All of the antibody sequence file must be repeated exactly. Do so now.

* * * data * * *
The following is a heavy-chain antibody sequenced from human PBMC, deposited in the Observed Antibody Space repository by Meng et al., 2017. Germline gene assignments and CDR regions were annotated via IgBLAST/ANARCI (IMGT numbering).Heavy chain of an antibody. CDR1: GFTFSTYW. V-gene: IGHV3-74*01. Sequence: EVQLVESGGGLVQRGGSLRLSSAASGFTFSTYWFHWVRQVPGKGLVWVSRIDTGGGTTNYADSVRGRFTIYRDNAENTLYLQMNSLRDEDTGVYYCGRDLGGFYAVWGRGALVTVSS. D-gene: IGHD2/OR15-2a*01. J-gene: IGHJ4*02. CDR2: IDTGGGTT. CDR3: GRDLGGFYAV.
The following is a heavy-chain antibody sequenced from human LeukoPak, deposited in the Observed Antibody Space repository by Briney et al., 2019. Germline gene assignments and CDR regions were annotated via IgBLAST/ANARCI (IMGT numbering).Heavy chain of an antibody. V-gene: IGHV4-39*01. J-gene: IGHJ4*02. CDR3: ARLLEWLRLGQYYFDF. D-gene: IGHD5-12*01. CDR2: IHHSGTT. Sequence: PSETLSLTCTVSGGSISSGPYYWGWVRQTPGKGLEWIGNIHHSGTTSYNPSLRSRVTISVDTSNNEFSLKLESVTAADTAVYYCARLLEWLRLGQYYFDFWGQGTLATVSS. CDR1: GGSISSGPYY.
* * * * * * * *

The following is a heavy-chain antibody sequenced from human PBMC, deposited in the Observed Antibody Space repository by Meng et al., 2017. Germline gene assignments and CDR regions were annotated via IgBLAST/ANARCI (IMGT numbering).Heavy chain of an antibody. CDR1: GFTFSTYW. V-gene: IGHV3-74*01. Sequence: EVQLVESGGGLVQRGGSLRLSSAASGFTFSTYWFHWVRQVPGKGLVWVSRIDTGGGTTNYADSVRGRFTIYRDNAENTLYLQMNSLRDEDTGVYYCGRDLGGFYAVWGRGALVTVSS. D-gene: IGHD2/OR15-2a*01. J-gene: IGHJ4*02. CDR2: IDTGGGTT. CDR3: GRDLGGFYAV.
The following is a heavy-chain antibody sequenced from human LeukoPak, deposited in the Observed Antibody Space repository by Briney et al., 2019. Germline gene assignments and CDR regions were annotated via IgBLAST/ANARCI (IMGT numbering).Heavy chain of an antibody. V-gene: IGHV4-39*01. J-gene: IGHJ4*02. CDR3: ARLLEWLRLGQYYFDF. D-gene: IGHD5-12*01. CDR2: IHHSGTT. Sequence: PSETLSLTCTVSGGSISSGPYYWGWVRQTPGKGLEWIGNIHHSGTTSYNPSLRSRVTISVDTSNNEFSLKLESVTAADTAVYYCARLLEWLRLGQYYFDFWGQGTLATVSS. CDR1: GGSISSGPYY.